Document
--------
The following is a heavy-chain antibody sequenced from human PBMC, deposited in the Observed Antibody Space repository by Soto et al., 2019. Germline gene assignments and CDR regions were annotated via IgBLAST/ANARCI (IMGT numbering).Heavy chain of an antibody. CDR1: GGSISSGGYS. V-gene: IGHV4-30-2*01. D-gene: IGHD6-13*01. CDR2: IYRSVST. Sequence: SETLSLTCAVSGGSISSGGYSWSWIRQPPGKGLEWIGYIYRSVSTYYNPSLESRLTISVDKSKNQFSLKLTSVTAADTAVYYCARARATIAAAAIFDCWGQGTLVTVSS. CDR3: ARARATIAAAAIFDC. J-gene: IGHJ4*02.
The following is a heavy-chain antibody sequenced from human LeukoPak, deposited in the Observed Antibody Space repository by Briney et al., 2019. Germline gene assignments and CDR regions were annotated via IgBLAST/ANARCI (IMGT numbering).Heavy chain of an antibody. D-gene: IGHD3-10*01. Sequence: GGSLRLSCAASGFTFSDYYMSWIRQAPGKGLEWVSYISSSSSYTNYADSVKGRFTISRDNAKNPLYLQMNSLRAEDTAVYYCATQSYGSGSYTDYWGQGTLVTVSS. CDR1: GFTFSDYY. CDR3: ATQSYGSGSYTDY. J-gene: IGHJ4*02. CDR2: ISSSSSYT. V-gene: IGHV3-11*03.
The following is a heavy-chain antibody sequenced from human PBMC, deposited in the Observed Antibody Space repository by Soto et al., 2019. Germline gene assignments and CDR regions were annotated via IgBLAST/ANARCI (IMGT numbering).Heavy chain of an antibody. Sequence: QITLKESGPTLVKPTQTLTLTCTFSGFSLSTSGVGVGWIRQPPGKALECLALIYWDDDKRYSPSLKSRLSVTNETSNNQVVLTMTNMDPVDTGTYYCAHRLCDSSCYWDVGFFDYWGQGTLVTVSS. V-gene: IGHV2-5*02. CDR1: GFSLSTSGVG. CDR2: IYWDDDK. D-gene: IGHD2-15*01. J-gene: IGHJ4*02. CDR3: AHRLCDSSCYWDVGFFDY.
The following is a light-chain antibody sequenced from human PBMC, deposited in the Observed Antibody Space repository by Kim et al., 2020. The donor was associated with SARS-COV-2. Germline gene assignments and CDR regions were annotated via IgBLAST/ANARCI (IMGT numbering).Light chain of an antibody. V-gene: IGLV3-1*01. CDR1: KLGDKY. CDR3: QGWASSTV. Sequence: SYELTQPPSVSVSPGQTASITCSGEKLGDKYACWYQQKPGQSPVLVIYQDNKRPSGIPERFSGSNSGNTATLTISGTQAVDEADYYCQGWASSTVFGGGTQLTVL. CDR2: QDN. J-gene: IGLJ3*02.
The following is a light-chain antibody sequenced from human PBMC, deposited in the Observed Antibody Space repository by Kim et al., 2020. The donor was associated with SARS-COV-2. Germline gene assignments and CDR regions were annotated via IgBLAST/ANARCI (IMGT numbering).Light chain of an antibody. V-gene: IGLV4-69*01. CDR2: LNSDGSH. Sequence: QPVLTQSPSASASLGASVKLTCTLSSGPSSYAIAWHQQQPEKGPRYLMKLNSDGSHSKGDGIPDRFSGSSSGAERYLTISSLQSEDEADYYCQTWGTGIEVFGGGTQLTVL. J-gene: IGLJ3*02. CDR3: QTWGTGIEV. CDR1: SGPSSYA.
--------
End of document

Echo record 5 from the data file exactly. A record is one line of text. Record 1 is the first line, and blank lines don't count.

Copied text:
The following is a light-chain antibody sequenced from human PBMC, deposited in the Observed Antibody Space repository by Kim et al., 2020. The donor was associated with SARS-COV-2. Germline gene assignments and CDR regions were annotated via IgBLAST/ANARCI (IMGT numbering).Light chain of an antibody. V-gene: IGLV4-69*01. CDR2: LNSDGSH. Sequence: QPVLTQSPSASASLGASVKLTCTLSSGPSSYAIAWHQQQPEKGPRYLMKLNSDGSHSKGDGIPDRFSGSSSGAERYLTISSLQSEDEADYYCQTWGTGIEVFGGGTQLTVL. J-gene: IGLJ3*02. CDR3: QTWGTGIEV. CDR1: SGPSSYA.